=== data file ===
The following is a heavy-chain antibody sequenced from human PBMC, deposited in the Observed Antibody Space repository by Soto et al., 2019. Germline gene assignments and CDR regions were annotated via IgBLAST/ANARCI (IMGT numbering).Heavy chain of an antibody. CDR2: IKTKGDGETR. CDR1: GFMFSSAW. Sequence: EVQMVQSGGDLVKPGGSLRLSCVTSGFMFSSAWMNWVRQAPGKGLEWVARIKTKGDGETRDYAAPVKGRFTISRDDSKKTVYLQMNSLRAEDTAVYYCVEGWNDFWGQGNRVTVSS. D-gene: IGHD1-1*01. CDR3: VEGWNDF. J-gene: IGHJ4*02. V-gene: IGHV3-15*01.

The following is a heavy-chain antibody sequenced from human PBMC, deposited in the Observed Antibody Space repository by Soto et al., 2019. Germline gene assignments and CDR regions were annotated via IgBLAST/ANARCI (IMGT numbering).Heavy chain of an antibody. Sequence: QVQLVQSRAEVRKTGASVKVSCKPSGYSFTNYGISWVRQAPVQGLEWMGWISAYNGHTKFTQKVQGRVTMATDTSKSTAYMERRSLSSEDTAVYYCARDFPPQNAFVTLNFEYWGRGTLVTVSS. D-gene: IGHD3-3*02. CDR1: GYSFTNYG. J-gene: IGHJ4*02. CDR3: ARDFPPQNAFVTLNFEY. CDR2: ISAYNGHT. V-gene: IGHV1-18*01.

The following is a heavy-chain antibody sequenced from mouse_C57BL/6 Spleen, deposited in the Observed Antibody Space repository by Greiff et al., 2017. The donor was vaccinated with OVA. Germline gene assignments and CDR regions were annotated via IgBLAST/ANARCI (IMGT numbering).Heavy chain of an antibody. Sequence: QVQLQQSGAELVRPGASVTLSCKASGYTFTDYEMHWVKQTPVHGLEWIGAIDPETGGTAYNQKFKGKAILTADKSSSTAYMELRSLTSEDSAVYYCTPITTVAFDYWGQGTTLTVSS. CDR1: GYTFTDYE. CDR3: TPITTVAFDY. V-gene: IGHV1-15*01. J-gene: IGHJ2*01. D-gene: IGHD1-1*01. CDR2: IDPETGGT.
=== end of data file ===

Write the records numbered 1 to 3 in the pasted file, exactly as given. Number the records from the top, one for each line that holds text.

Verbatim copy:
The following is a heavy-chain antibody sequenced from human PBMC, deposited in the Observed Antibody Space repository by Soto et al., 2019. Germline gene assignments and CDR regions were annotated via IgBLAST/ANARCI (IMGT numbering).Heavy chain of an antibody. CDR2: IKTKGDGETR. CDR1: GFMFSSAW. Sequence: EVQMVQSGGDLVKPGGSLRLSCVTSGFMFSSAWMNWVRQAPGKGLEWVARIKTKGDGETRDYAAPVKGRFTISRDDSKKTVYLQMNSLRAEDTAVYYCVEGWNDFWGQGNRVTVSS. D-gene: IGHD1-1*01. CDR3: VEGWNDF. J-gene: IGHJ4*02. V-gene: IGHV3-15*01.

The following is a heavy-chain antibody sequenced from human PBMC, deposited in the Observed Antibody Space repository by Soto et al., 2019. Germline gene assignments and CDR regions were annotated via IgBLAST/ANARCI (IMGT numbering).Heavy chain of an antibody. Sequence: QVQLVQSRAEVRKTGASVKVSCKPSGYSFTNYGISWVRQAPVQGLEWMGWISAYNGHTKFTQKVQGRVTMATDTSKSTAYMERRSLSSEDTAVYYCARDFPPQNAFVTLNFEYWGRGTLVTVSS. D-gene: IGHD3-3*02. CDR1: GYSFTNYG. J-gene: IGHJ4*02. CDR3: ARDFPPQNAFVTLNFEY. CDR2: ISAYNGHT. V-gene: IGHV1-18*01.

The following is a heavy-chain antibody sequenced from mouse_C57BL/6 Spleen, deposited in the Observed Antibody Space repository by Greiff et al., 2017. The donor was vaccinated with OVA. Germline gene assignments and CDR regions were annotated via IgBLAST/ANARCI (IMGT numbering).Heavy chain of an antibody. Sequence: QVQLQQSGAELVRPGASVTLSCKASGYTFTDYEMHWVKQTPVHGLEWIGAIDPETGGTAYNQKFKGKAILTADKSSSTAYMELRSLTSEDSAVYYCTPITTVAFDYWGQGTTLTVSS. CDR1: GYTFTDYE. CDR3: TPITTVAFDY. V-gene: IGHV1-15*01. J-gene: IGHJ2*01. D-gene: IGHD1-1*01. CDR2: IDPETGGT.